Written by: David Robertson
I expected Hekura to be one of those typical “science-gone-wrong” horror stories where mutants run rampant, creating chaos. As it turns out, Hekura is much more than that. It does have a big, heartless corporation doing terrible things that inevitably get out of hand, but it also has drug dealers, scientists, mercenaries, cancer curing plants, and tribal mythology. The characters are fairly well developed, with their own motivations and backstories. At times they are slightly predictable, but there are enough twists to keep things fresh. Like actual people, the characters sometimes don’t do exactly what you expect.
The author has obviously done a ton of research on the Amazon jungle, where most of the story takes place. He has deftly combined many elements such as the medicinal properties of rainforest plants, legendary tribal spirits, and armed guerilla groups. These are all real things in today’s Amazon forest, but in Hekura the author has woven them seamlessly into the story. The story moves along at a good pace and these elements make the book more full and real without being obvious or clunky. The main story is intertwined with a few subplots. It’s a constant reminder that the characters are each individuals with their own motivations and their own needs. Again, though, the author does a good job of making it all smooth and of keeping the story moving forward. The main story is never confusing and doesn’t get bogged down in tangents. The author gives us enough backstory to flesh out characters, but then we’re right back on track.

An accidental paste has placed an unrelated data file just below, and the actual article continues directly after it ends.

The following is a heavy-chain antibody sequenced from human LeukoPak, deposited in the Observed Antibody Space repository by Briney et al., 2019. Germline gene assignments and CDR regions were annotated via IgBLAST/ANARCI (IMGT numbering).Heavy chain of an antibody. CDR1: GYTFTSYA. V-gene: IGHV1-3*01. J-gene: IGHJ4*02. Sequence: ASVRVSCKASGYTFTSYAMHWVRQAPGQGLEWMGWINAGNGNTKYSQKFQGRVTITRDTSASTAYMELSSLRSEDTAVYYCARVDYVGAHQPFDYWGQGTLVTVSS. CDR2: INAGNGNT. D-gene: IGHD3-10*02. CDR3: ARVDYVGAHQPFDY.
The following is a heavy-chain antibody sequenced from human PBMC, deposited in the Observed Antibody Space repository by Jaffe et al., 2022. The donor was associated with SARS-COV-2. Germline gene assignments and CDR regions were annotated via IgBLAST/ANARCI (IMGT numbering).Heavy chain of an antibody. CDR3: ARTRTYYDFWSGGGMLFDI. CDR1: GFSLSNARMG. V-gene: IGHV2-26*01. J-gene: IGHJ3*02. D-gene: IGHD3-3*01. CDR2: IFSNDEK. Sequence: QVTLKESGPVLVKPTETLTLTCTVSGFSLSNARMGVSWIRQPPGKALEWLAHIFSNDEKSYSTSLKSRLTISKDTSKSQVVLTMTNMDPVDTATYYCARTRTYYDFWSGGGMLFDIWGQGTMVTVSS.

Hekura has intrigue, treachery, and corruption. Yes, there are hungry, strange mutant creatures that stalk our main characters through the forest, but Hekura is mostly about people and the choices they make. Good and evil is not black and white, they are shades of grey and each person has to draw their own lines, make their own choices, and deal with their own consequences. For the reader, that’s an interesting process to watch.
Hekura is a story with a lot of levels. The writer does a good job of combining it all into one coherent, fast-moving adventure story. There are a few predictable elements, but there are enough twists and turns to keep readers turning pages. If you’re looking for chilling, disturbing horror, Hekura is not that. It is, however, a fairly fast, easy read that’s well structured and enjoyable.